Advocates maintain various rationales for raising the minimum wage to extraordinarily high levels – yet none are rooted in historical or economic precedent.
One such argument seems to be that the federal minimum wage should correlate with gains in labor productivity. This idea is so pervasive that various members of Congress have adopted it as a main talking point – Sen. Elizabeth Warren suggested in 2013 that the minimum wage should be raised to $22 per hour in line with productivity gains. More recently, Rep. Alexandria Ocasio-Cortez reasoned that because the minimum wage should be upwards of $22, passing a $15 federal wage mandate is just a “deep compromise”.
Yet, this logic doesn’t actually reflect historical reality. A majority of minimum wage-earners work in food services, yet productivity in the industry has had minimal growth compared to other industries who hire few, if any, minimum wage employees. While labor productivity for all businesses has grown by nearly 80 percent since 1990, the food service industry has only risen by 11 percent.
Sen. Warren’s minimum wage projection is misleading, because it likely comes from a calculation of productivity gains for businesses as a whole, which likely reflect huge gains for fast-growing tech industries like software publishing (more than 800 percent in productivity gains over this period) or telecommunications (over 585 percent gains). These industries fall in the “Information” sector, which employed less than 1 percent of all minimum wage earners.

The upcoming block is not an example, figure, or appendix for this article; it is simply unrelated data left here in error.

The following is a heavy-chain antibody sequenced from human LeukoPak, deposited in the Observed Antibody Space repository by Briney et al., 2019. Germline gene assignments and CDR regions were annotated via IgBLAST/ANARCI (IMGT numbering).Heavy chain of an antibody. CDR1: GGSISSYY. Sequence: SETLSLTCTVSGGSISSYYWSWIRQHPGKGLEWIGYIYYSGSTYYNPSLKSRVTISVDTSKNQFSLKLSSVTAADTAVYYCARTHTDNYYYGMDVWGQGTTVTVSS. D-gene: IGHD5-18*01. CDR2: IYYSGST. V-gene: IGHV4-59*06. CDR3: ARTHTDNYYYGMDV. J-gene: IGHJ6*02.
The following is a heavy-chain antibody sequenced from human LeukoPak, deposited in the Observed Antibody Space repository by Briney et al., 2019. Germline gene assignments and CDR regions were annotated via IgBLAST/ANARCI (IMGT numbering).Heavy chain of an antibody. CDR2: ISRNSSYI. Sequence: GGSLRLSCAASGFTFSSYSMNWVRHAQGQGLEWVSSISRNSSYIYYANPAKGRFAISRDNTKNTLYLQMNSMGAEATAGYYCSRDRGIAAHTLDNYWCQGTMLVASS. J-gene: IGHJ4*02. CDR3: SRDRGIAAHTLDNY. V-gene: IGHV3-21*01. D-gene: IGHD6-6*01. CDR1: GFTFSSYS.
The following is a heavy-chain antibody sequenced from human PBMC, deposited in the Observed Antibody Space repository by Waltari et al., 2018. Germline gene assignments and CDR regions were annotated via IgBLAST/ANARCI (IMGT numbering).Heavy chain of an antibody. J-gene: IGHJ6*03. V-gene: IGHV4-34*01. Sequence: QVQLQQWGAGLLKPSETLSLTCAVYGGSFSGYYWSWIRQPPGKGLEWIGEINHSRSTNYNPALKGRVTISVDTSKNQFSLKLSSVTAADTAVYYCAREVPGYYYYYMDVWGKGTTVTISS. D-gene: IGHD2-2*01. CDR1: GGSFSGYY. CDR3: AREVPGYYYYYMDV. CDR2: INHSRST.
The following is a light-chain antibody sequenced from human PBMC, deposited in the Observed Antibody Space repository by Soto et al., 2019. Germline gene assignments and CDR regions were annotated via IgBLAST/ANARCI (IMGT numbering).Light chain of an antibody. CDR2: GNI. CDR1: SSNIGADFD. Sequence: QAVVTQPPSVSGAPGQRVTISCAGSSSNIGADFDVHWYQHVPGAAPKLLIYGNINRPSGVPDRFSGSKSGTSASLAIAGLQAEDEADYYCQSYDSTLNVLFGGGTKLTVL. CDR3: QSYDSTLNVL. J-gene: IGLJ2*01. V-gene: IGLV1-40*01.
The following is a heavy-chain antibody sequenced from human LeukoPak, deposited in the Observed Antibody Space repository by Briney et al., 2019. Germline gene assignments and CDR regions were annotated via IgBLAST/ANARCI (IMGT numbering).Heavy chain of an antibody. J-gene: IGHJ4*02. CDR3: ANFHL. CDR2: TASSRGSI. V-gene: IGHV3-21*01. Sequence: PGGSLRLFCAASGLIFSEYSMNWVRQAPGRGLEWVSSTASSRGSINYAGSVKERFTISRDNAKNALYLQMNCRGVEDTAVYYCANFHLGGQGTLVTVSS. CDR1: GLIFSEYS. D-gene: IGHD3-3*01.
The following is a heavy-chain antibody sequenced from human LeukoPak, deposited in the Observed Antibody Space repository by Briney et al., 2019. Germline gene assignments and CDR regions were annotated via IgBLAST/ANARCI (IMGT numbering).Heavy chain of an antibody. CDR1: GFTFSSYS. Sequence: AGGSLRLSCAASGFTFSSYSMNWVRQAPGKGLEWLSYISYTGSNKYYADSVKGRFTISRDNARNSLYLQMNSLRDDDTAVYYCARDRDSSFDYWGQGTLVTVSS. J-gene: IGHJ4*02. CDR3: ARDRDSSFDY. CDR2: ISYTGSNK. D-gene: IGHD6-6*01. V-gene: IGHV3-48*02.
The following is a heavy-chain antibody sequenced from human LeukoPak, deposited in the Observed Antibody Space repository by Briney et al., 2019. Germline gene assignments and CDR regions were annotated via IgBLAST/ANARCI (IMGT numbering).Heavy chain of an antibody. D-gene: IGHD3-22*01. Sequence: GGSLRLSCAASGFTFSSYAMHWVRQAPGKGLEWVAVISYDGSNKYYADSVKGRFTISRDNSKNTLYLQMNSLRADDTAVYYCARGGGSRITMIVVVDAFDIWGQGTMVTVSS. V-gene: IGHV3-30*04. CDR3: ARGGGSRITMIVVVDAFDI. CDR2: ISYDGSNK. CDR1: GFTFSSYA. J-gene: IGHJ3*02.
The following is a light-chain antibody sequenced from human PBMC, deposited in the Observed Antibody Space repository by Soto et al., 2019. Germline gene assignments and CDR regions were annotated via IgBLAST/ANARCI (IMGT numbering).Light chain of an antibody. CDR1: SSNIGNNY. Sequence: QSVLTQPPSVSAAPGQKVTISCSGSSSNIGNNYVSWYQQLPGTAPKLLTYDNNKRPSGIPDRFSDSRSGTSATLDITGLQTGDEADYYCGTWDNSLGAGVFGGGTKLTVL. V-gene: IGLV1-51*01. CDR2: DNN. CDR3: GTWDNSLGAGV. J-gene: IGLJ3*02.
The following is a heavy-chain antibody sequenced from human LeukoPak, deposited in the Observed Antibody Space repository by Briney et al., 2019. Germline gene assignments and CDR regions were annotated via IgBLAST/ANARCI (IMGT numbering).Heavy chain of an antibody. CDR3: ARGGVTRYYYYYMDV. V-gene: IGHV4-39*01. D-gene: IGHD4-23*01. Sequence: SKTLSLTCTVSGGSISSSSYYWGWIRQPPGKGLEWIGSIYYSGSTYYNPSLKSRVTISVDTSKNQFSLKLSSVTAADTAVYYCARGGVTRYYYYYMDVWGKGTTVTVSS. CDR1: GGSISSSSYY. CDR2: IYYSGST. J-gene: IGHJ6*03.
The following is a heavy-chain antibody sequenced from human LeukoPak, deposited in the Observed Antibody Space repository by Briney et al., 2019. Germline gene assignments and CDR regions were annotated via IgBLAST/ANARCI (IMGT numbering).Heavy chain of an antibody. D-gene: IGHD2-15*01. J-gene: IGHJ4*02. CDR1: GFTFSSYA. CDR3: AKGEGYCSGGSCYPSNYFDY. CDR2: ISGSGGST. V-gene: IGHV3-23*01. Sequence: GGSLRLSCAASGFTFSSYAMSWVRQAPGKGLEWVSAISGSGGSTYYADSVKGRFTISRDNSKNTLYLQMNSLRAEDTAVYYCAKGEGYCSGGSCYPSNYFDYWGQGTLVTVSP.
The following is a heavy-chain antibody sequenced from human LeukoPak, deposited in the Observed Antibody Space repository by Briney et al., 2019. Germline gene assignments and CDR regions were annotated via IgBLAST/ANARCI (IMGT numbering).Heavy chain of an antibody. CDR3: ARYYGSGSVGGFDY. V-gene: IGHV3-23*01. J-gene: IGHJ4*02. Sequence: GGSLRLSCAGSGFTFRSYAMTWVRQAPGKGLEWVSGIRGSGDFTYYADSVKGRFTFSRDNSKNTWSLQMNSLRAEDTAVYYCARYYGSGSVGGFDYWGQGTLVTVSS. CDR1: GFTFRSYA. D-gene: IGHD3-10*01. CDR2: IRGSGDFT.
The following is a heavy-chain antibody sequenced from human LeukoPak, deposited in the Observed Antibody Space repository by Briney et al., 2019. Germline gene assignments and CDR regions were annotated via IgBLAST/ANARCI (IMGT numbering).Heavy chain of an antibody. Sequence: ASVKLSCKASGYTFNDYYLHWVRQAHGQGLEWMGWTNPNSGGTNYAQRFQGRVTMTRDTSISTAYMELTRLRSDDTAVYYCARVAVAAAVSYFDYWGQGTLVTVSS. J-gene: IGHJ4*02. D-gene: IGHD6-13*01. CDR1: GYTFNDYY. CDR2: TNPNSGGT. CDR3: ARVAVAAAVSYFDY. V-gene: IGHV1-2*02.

But tracking gains in the food services industry, which hires the majority of minimum wage workers, tells a different story. Since 2009, when the federal minimum wage was last raised to $7.25 per hour, food services’ labor productivity has risen less than 5%. To track the federal minimum wage according to these gains would result in roughly $7.61 per hour today. This data hardly supports more than doubling the federal minimum wage to $15 per the Raise the Wage Act, or more-than-tripling it according to Sen. Warren’s faulty calculation.
If lawmakers followed this misguided recommendation, employers would be forced to make tough decisions to balance dramatically rising labor costs with limited productivity growth. The result — well-documented evidence suggests raising the minimum wage to $15 and beyond would cost millions of jobs and work hours for minimum wage employees.